Like so many Britons who chased the dream and woke up in Italy I have contemplated writing a book about the Italians. I even thought of what to call it: Those Italians.The title was prompted by what an Albanian port official told the media during some international crisis in response to the news that the entire cargo of an Italian aid ship had disappeared one night in the Albanian port of Durres. ‘Yes it is incredible,’ the official conceded, ‘but — my friends — there is always something funny going on with those Italians.’ An Albanian, of all people!
But such books are a poisoned chalice. The theme demands that you capture the spirit of the place and its people and yet avoid stereotype and cliché. But how do you say anything interesting about the Italians that has not been said so many times before?
If I had not bottled out, my instinct would have been to rattle the cage big time because — here we go — the Italians are a pathologically paranoid people. If a British or American newspaper writes something negative about them, for example, it is front-page news in Italy. It never happens the other way round.
No article I have written anywhere caused as much furore and reader reaction as one a few years ago for the Italian press which attacked a sacred cow: Italian restaurants. I pointed out a simple truth — that Italian restaurant food these days is monotonous and bad. As a result, the Italians simply wanted me out of their country.
The only other article to cause a similar stir was when I pointed out another simple truth: actually, the Allies liberated Italy in the second world war and the partisans were a military irrelevance. Worse, the partisans (dominated by the communists) were anti-democratic, I dared to add, because their aim was to make Italy part of the Soviet bloc. A few days later, I received a bullet in the post, destined for Caterina, the eldest of my five children.
John Hooper — for many years Rome correspondent of the Guardian and Economist — has grabbed the poisoned chalice, and I admire him for that. But he has not rattled the cage. He has decided instead to produce a statistical grand tour alla Guardianista of the past and present of this troubled peninsula which is at the centre of the Mediterranean and therefore at the centre of civilisation as we know it. He writes: ‘What other people of comparable numbers can lay claim to such an extraordinary catalogue of achievements?’
Why? Oh yes, that is the question. Hooper does not answer it. My own view (as a devoted agnostic) is that it was thanks to the Catholic church and the explosive creative power it unleashed artistically and politically. But Hooper does not like the Catholic church and cannot say such things and so moves on to address another issue: how, after the fall of the Roman empire, did Italy remained disunited until the late 19th century? Here he is on safer ground because he can justifiably have a bit of a go at the Catholicism. And thus, with the past boxed off, he moves on to modern Italy: an abominable cesspit mired in top-to-bottom corruption, mafia and red-tape fiscal tyranny, where, as he correctly notes, the truth is merely a matter of opinion — but at the same time blessed with, among other things, seriously beautiful women.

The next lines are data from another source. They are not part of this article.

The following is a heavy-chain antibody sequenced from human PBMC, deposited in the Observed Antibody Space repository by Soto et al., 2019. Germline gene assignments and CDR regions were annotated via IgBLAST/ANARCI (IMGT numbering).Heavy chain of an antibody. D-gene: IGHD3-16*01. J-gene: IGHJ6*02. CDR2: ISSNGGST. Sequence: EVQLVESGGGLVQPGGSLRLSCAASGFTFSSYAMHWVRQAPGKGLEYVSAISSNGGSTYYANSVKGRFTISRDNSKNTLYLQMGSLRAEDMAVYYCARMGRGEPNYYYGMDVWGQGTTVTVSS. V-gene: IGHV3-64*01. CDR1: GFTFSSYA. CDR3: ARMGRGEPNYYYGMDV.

Obviously, on the big issue of three-times prime minister Silvio ‘Bunga Bunga’ Berlusconi, who dominated Italian politics for two decades, he toes the party line — the world liberal left media line — that Berlusconi was beyond the pale. But he does at least have the decency to ask why so many Italians voted for him so often. This forces him to suggest that they were brainwashed, or were themselves equally bad, or else — heaven forbid — that the media-backed judicial assault on Berlusconi was political.
Hooper fudges the answer. Yet even Berlusconi’s one and only conviction (tax evasion) is absurd, and all those millions of Italians know it. At the time of the alleged offence he had no legal role in the company, unlike his son or his right-hand man, who both did and were acquitted of the same offence.
The Robespierrian scapegoating of Berlusconi as the reason for all Italy’s ills tells us much about the dire state of the country’s media and judicial system, which ought to terrify anyone — not just Italians. He did not have blanket media control, as the media insisted. Indeed, the opposite was the case. Nearly all political talk-shows in Italy were, and remain, way to the left of the BBC, like most of its newspapers. As for Italy’s byzantine and ludicrous judicial system, one simply thinks of Amanda Knox — condemned, acquitted, condemned (and the case is still not over).
This book is stuffed with statistics from all manner of international bodies, even on how often Italian women have orgasms.They reminded me of those interminable speeches by Fidel Castro on the Cuban sugar harvest in which he used to reel off figures signifying nothing. More personal anecdotes and observations about his long experience of living in Italy would have been far more valuable; when these do appear they are like manna from heaven.
Something that depresses me about Italy is the slow death of the family since 1945 — and therefore of the nation; a trend which if not reversed will destroy the country. The Italians used to have so many children; now they have hardly any. Hooper does address this issue with his usual statistics but does not enlighten me. My view is that Italian women — more so than women anywhere else in the West — have decided that the only thing that counts in life is having a good time. It is, however, true —as the author notes — that the Italians do wear sunglasses all the time, even at night and in winter and inside church. Ah, those Italians.